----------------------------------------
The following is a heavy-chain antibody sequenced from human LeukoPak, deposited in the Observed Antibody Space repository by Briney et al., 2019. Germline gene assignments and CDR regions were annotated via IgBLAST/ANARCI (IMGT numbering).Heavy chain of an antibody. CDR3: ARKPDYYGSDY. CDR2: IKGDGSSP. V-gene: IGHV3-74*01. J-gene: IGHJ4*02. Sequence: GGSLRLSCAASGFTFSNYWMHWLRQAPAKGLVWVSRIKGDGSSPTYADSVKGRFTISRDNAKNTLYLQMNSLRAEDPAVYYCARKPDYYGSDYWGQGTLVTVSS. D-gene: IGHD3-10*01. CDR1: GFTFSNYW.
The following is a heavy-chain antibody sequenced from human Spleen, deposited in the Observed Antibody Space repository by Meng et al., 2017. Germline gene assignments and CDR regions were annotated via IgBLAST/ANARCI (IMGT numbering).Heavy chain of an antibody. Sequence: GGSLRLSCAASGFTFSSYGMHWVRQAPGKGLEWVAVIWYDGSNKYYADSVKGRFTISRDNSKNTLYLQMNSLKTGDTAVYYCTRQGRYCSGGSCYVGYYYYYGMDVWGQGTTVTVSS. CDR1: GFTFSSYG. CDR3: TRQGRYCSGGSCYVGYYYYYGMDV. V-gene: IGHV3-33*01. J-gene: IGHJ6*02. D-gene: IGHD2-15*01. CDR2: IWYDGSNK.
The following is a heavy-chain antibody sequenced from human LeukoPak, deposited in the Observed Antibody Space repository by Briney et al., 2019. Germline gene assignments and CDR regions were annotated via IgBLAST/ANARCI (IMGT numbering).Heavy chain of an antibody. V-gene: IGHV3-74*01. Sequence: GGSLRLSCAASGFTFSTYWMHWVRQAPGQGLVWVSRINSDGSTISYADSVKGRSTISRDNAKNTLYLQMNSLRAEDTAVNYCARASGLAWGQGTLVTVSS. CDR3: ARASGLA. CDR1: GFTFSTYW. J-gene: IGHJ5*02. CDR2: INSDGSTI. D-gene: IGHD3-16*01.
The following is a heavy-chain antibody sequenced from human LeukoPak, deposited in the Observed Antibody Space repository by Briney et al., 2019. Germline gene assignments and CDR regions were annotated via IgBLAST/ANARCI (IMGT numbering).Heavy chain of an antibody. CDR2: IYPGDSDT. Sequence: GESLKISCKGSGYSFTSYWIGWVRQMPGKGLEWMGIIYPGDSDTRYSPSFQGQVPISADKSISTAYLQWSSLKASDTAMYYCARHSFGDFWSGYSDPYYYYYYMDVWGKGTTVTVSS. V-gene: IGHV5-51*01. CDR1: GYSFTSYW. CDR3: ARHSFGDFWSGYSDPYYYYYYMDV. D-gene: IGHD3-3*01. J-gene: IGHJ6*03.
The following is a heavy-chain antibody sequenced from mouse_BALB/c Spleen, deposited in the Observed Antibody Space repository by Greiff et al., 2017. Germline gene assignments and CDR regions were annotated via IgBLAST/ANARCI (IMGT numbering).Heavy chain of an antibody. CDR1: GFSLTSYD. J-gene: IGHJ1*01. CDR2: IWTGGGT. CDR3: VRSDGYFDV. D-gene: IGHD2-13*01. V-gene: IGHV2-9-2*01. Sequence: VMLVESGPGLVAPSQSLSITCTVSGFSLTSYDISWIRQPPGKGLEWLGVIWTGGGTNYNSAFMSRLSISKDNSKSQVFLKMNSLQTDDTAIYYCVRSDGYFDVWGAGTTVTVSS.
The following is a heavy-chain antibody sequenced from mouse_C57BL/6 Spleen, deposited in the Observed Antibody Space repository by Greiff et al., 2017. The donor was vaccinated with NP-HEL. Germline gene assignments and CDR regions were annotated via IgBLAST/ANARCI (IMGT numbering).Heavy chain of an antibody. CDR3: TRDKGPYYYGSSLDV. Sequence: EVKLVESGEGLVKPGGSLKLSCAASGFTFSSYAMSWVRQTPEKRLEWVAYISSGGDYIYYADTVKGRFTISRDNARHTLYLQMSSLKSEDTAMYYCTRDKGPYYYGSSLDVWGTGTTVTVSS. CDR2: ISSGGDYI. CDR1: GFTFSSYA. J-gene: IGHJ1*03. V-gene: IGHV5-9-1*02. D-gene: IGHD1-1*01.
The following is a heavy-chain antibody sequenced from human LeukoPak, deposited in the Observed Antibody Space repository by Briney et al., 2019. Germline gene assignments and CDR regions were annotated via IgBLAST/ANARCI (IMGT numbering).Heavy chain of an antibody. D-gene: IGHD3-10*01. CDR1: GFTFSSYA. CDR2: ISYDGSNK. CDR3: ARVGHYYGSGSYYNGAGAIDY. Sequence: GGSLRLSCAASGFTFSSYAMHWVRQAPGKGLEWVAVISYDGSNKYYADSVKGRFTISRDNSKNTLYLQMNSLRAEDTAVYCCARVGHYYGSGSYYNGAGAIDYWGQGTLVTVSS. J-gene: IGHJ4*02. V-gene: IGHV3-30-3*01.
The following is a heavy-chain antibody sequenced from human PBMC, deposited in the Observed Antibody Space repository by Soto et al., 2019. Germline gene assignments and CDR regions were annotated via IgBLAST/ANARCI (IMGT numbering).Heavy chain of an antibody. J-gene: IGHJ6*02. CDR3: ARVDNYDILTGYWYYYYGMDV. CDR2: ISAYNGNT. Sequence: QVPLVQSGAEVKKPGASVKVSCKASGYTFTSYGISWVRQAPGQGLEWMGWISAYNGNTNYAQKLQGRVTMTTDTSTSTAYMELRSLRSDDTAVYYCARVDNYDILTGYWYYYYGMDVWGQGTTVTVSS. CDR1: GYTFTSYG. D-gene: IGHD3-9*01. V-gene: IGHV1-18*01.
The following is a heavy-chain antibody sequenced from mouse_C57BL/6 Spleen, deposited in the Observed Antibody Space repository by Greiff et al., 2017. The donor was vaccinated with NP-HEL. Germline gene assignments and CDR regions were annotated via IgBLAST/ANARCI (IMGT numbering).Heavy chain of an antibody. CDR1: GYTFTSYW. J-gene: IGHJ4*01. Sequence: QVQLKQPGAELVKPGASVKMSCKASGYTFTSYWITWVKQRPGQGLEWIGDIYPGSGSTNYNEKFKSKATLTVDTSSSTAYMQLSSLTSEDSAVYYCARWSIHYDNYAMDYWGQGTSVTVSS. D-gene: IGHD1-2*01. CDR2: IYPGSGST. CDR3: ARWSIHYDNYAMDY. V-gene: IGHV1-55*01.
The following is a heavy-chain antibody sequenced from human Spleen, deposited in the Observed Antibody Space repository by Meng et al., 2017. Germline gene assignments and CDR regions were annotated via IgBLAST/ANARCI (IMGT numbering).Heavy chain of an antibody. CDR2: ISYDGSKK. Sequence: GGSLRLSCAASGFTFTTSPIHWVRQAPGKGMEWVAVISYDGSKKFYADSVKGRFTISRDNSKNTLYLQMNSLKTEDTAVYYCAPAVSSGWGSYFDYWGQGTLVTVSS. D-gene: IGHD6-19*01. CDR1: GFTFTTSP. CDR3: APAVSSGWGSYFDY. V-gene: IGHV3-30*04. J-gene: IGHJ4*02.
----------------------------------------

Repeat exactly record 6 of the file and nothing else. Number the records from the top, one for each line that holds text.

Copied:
The following is a heavy-chain antibody sequenced from mouse_C57BL/6 Spleen, deposited in the Observed Antibody Space repository by Greiff et al., 2017. The donor was vaccinated with NP-HEL. Germline gene assignments and CDR regions were annotated via IgBLAST/ANARCI (IMGT numbering).Heavy chain of an antibody. CDR3: TRDKGPYYYGSSLDV. Sequence: EVKLVESGEGLVKPGGSLKLSCAASGFTFSSYAMSWVRQTPEKRLEWVAYISSGGDYIYYADTVKGRFTISRDNARHTLYLQMSSLKSEDTAMYYCTRDKGPYYYGSSLDVWGTGTTVTVSS. CDR2: ISSGGDYI. CDR1: GFTFSSYA. J-gene: IGHJ1*03. V-gene: IGHV5-9-1*02. D-gene: IGHD1-1*01.